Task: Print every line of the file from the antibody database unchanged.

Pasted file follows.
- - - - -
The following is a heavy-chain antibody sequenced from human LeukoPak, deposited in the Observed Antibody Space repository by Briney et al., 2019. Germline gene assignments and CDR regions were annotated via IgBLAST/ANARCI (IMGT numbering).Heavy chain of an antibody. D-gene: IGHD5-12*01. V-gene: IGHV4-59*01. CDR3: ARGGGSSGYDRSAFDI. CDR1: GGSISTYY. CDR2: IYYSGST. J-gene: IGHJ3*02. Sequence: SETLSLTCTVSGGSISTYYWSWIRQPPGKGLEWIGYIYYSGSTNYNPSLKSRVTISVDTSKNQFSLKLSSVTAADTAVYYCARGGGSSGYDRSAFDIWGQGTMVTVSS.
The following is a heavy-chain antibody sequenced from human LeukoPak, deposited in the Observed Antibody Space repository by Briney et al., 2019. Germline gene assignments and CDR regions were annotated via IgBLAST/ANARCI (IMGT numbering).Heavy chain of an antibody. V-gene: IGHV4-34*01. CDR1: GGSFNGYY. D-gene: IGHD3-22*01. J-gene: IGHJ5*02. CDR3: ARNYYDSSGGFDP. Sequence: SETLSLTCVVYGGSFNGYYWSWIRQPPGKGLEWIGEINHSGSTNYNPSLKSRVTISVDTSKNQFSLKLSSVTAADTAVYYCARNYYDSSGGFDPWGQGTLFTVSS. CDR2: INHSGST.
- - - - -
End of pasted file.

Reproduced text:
The following is a heavy-chain antibody sequenced from human LeukoPak, deposited in the Observed Antibody Space repository by Briney et al., 2019. Germline gene assignments and CDR regions were annotated via IgBLAST/ANARCI (IMGT numbering).Heavy chain of an antibody. D-gene: IGHD5-12*01. V-gene: IGHV4-59*01. CDR3: ARGGGSSGYDRSAFDI. CDR1: GGSISTYY. CDR2: IYYSGST. J-gene: IGHJ3*02. Sequence: SETLSLTCTVSGGSISTYYWSWIRQPPGKGLEWIGYIYYSGSTNYNPSLKSRVTISVDTSKNQFSLKLSSVTAADTAVYYCARGGGSSGYDRSAFDIWGQGTMVTVSS.
The following is a heavy-chain antibody sequenced from human LeukoPak, deposited in the Observed Antibody Space repository by Briney et al., 2019. Germline gene assignments and CDR regions were annotated via IgBLAST/ANARCI (IMGT numbering).Heavy chain of an antibody. V-gene: IGHV4-34*01. CDR1: GGSFNGYY. D-gene: IGHD3-22*01. J-gene: IGHJ5*02. CDR3: ARNYYDSSGGFDP. Sequence: SETLSLTCVVYGGSFNGYYWSWIRQPPGKGLEWIGEINHSGSTNYNPSLKSRVTISVDTSKNQFSLKLSSVTAADTAVYYCARNYYDSSGGFDPWGQGTLFTVSS. CDR2: INHSGST.